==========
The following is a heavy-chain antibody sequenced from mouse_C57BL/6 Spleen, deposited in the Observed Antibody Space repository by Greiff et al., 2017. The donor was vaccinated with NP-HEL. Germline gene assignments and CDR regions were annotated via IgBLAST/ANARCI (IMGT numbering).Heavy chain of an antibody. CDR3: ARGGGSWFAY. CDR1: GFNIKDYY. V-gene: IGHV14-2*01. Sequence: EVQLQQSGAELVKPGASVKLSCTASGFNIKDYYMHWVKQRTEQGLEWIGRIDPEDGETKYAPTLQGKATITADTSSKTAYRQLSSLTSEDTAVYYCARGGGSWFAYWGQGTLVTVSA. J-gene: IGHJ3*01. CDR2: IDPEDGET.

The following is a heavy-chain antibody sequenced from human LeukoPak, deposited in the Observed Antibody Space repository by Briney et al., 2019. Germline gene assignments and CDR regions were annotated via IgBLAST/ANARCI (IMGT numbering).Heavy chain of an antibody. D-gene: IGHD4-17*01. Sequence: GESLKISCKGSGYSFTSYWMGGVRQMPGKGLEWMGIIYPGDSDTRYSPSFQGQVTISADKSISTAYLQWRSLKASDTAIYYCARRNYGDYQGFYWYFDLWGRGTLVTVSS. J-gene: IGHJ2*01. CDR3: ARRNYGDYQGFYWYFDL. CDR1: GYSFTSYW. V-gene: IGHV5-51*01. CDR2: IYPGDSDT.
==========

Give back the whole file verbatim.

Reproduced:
The following is a heavy-chain antibody sequenced from mouse_C57BL/6 Spleen, deposited in the Observed Antibody Space repository by Greiff et al., 2017. The donor was vaccinated with NP-HEL. Germline gene assignments and CDR regions were annotated via IgBLAST/ANARCI (IMGT numbering).Heavy chain of an antibody. CDR3: ARGGGSWFAY. CDR1: GFNIKDYY. V-gene: IGHV14-2*01. Sequence: EVQLQQSGAELVKPGASVKLSCTASGFNIKDYYMHWVKQRTEQGLEWIGRIDPEDGETKYAPTLQGKATITADTSSKTAYRQLSSLTSEDTAVYYCARGGGSWFAYWGQGTLVTVSA. J-gene: IGHJ3*01. CDR2: IDPEDGET.

The following is a heavy-chain antibody sequenced from human LeukoPak, deposited in the Observed Antibody Space repository by Briney et al., 2019. Germline gene assignments and CDR regions were annotated via IgBLAST/ANARCI (IMGT numbering).Heavy chain of an antibody. D-gene: IGHD4-17*01. Sequence: GESLKISCKGSGYSFTSYWMGGVRQMPGKGLEWMGIIYPGDSDTRYSPSFQGQVTISADKSISTAYLQWRSLKASDTAIYYCARRNYGDYQGFYWYFDLWGRGTLVTVSS. J-gene: IGHJ2*01. CDR3: ARRNYGDYQGFYWYFDL. CDR1: GYSFTSYW. V-gene: IGHV5-51*01. CDR2: IYPGDSDT.